There are some things in life that seem so far outside of our control we just don’t challenge them.

Council tax is without a doubt one of these things. Every year, a bill arrives through the letterbox, we take a look, grumble a bit, but unless our finances are dire, we tend not to question it too much. After all – what can you do?

Actually, it turns out the answer is: quite a bit.

According to a recent investigation by MoneySavingExpert, a whopping 862,000 people are owed a council tax refund after overpaying – that’s an estimated £150 million. Yes, you read that right.

For many people this will be a surprising statistic, given that most of us think it’s not that easy to overpay council tax. So what’s going on, are you entitled to make a claim and how do you get started? Here’s my guide.

How do council tax overpayments occur?

Most people won’t think that they’ve overpaid on their council tax. But the reality is millions of pounds in overpayments are sat around waiting to be claimed back.

There are two basic types of overpayments. Small amounts where people have paid upfront and big amounts when you are in the wrong ‘band’ – the estimate your council makes about the value of your property.

Small overpayments

Most people pay council tax each month in advance and spread the cost over 10 months, which means those who pay this way regularly will be in credit. The problem comes when you move to a new council area. That payment in advance isn’t necessarily returned back to you ‘pro rata’ based on the date you moved out. In addition, some people forget to cancel their direct debit. You might also have been entitled to a discount that you didn’t realise at the time.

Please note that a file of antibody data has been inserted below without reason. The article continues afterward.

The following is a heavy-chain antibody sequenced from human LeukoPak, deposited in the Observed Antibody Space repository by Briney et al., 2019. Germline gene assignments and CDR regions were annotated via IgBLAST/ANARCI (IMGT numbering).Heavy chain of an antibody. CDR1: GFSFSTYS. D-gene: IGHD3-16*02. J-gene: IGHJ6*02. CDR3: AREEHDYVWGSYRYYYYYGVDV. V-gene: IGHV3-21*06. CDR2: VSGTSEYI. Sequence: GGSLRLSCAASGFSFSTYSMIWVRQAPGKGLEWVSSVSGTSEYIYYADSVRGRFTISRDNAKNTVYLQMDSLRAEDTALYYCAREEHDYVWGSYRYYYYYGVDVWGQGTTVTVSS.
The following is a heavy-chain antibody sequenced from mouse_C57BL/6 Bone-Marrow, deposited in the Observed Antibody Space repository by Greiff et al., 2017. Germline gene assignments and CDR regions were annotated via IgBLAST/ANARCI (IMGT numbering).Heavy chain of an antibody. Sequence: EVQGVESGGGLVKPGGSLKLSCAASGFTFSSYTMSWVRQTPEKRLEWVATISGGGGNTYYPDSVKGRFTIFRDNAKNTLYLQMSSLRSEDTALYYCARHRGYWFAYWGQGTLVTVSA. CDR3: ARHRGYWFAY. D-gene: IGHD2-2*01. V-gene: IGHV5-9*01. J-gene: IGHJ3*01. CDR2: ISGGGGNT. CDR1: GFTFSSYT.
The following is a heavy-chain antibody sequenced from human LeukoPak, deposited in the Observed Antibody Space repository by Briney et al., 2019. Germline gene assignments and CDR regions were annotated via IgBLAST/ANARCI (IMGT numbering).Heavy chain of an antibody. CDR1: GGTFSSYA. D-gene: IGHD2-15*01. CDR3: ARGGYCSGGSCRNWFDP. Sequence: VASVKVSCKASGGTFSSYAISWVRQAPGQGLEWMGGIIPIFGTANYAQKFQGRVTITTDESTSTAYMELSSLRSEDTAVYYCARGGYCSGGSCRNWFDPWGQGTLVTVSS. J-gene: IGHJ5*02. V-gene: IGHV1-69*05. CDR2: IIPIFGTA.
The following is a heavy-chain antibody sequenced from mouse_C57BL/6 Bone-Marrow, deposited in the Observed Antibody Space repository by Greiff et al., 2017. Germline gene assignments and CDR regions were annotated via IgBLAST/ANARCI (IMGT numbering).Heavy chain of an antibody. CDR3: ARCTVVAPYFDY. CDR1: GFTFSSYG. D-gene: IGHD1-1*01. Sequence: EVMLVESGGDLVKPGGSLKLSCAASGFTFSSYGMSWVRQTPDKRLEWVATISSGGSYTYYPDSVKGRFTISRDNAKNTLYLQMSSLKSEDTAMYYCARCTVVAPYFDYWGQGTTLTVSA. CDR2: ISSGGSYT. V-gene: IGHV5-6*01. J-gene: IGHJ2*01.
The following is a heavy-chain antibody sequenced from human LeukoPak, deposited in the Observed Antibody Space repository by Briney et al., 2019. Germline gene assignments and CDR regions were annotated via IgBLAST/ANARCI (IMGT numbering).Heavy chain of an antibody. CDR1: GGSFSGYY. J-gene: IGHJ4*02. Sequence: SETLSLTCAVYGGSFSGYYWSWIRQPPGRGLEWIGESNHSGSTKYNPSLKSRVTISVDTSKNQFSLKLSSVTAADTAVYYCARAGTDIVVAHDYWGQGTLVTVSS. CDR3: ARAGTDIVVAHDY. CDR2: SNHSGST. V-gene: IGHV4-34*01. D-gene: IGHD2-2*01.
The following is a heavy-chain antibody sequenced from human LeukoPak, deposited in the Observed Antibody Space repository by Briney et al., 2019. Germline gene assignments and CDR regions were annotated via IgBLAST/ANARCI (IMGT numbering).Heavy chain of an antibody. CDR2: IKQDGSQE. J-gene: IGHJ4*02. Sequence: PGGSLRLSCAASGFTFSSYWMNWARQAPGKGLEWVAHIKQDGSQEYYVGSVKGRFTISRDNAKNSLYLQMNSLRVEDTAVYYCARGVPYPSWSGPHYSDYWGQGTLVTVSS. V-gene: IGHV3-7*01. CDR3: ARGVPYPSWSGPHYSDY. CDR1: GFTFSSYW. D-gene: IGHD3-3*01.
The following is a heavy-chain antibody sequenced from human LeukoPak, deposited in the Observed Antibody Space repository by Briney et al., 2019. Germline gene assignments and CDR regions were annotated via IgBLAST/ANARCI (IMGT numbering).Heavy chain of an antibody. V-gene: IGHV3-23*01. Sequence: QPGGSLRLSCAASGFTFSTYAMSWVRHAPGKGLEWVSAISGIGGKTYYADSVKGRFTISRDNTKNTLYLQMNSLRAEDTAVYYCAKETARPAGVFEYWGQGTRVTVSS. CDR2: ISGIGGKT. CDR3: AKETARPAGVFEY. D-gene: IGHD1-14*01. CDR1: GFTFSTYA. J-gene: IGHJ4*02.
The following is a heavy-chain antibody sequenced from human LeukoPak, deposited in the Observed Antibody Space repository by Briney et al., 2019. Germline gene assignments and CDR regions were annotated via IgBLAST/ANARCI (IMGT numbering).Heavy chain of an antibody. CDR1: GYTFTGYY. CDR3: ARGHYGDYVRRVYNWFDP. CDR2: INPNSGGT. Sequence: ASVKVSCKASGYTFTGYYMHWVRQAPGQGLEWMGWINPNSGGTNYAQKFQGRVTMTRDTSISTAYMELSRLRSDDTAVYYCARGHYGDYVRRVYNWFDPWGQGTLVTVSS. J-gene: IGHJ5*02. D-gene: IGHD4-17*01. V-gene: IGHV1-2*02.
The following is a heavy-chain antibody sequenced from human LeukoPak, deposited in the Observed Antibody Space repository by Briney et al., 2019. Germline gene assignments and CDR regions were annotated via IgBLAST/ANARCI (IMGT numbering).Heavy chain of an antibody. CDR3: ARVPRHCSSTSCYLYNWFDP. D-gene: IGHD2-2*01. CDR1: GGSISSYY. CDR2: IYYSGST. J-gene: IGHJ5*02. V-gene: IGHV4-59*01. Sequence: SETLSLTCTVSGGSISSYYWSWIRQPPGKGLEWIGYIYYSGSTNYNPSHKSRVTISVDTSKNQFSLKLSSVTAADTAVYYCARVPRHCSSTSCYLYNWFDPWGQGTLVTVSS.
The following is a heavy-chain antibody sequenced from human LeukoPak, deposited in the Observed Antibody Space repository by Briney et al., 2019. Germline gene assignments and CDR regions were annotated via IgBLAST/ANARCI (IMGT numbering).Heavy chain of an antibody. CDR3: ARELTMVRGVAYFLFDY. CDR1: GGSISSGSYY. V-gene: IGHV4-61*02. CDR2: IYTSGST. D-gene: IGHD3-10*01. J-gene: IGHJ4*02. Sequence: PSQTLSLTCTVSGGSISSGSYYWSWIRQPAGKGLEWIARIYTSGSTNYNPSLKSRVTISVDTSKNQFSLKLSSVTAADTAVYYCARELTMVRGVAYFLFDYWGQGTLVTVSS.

These claims are relatively easy to make. Just go through your council’s website (type in the council’s name and ‘council tax refund’) and go through their online form. You’ll need your council tax account number from a bill.

Refunds when you are in the wrong housing band

Small overpayments are the most common form of overpayment but tend not to be for too much money. However, thousands of people have discovered they are entitled to a much larger refund. This sometimes comes to light when the people who move in your property after you move apply to get the home rebanded (so the property moves in a cheaper band). When this happens, technically you have been overpaying for years – which means you could be entitled to a significant refund.

And get ready for this! If you’ve moved out of the council catchment area in the last three decades – they you might be able to claim.

Now you might say, why haven’t I been given this money back already if the council know I was paying the wrong amount? And you’d be right! I think it’s outrageous that some councils are sitting on this cash knowing full well that they have overcharged you in the past. But the moral of the tale here is don’t expect a rebanding refund. You have to put the work in yourself.

Before you start spending, most people are likely to find that they are in the correct housing band. But if you have been overpaying then the refund amounts can be impressive. One reader contacted me to say that they’d been in the wrong band for decades and got a massive £7,000 refund plus a hefty reduction in their monthly bill too.

How do I know if my council tax band is/was incorrect?

Nothing is ever easy! You’ll need to do a bit of research. First of all, get to know the bands and what they cover:

Appealing mistakes over council tax bands comes down to finding similar nearby properties and seeing if they are in a different (cheaper) band. You can compare postcodes through the links above.

This is where things get interesting… Your council tax band is based on what the council thought the property was worth on:

  • 1 April 1991, for England and Scotland
  • 1 April 2003, for Wales